The male Wilson’s Warbler is no doubt one of the easiest warblers to ID. It’s hard to miss that black swash atop the forehead of this little wood warbler, made all the more stunning against his coal black eyes and bright yellow face. We don’t see them in SW Michigan except during migration cycles. One or two show up in our yard each year, usually traveling in mixed flocks of other small transients.
Camera Settings for Image Size and Quality
I photographed this male Wilson’s Warbler in RAW, full blast-(22M-resolution and 5760×3840- width and height pixel dimensions). When I first started in bird photography, it was not uncommon for me to lower the image size/quality settings on my camera for “people” shoots, and then forget to switch it back when I went out to photograph birds. One time, after a particularly bountiful bird shoot, I discovered that my camera was set on the Canon “S3 JPEG” setting – which means 0.3M resolution with 720×480 width and height pixel dimensions. It took me a while to figure out why detail was sparce and why I could not zoom-in closer to some far off birds in post processing. That day I went from proud and hopeful exhilaration to crushing defeat.
Image Quality Set to the Max
It’s impossible to predict how close the birds will come to the camera, and since most of them are tiny, it’s best to be as prepared as possible for distance shots. One of those preps involves setting the image size and quality to the maximum. (22.3MP raw image on my 5D Mark III and 20.2 MP on my 7D Mark II.) I like having that edge to zoom-in when needed and still maintain some quality. This setting does add a lot of time to my post processing workflow and backup routines because the file sizes are so large. I’m willing to put up with all the extra file management, just in case I need it.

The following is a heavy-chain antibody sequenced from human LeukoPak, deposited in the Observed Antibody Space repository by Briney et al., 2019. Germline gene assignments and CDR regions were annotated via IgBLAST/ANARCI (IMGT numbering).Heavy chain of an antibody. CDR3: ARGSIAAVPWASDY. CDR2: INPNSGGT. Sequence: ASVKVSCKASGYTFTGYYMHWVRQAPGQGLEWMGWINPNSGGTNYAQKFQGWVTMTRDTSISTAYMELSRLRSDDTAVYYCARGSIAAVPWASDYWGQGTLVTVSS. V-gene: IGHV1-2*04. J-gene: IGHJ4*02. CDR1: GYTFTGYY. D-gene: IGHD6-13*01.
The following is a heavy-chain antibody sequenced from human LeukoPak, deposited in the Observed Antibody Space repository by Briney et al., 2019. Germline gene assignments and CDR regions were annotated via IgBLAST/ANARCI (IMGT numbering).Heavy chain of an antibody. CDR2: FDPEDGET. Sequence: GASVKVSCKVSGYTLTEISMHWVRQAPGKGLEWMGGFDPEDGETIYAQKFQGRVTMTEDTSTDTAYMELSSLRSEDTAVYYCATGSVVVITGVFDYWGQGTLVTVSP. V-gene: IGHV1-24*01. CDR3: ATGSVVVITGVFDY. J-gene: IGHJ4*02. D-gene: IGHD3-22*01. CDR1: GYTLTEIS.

Shooting Double Images With One Click
If you don’t worry about storage space limitations and management hassles, most advanced DSLR cameras allow you to shoot double images with one press of the shutter. The RAW + JPEG setting allows the photographer to take one RAW format image (in an assortment of sizes) and one JPEG format image, also in an assortment of sizes. The size setting for the JPEG images will control both the resolution (as displayed in the pixel dimensions–720×480) and the compression quality. On the Canon DSLR camera menus, higher quality JPEG images are noted by the smooth quarter circle – medium quality is indicated by a quarter circle with “stair steps”. The JPEG compression algorithm will discard more data when you choose medium quality…. and produce a smaller file.
Two-Slot Separate Storage
For those DSLR cameras that are equipped with two-slot storage (one CF slot and one SD slot), the photographer can specify the card on which to save JPEG files and the card on which to save RAW files. This is very handy for those times when you wish to share the JPEG copies more immediately, and still retain the RAW copies for later post processing. The dual storage solution is convenient when traveling, especially when the computers available to you for image review can not read RAW format without widgets and downloads.
NOTE: Whenever you engage both disk storage options, the camera’s disk recording and saving slows down considerably, especially during bursting.
Comfortable with Shooting RAW Only
When I’m close to home, I almost never set the camera to shoot double images. Too much time and effort are needed to manage (sift through, sort, delete, backup) one copy of my photos in post processing, let alone two. When I need a JPEG, it’s a simple process to generate a JPEG file from the RAW file and then export it.
To read more about Bursting, visit this blog posting.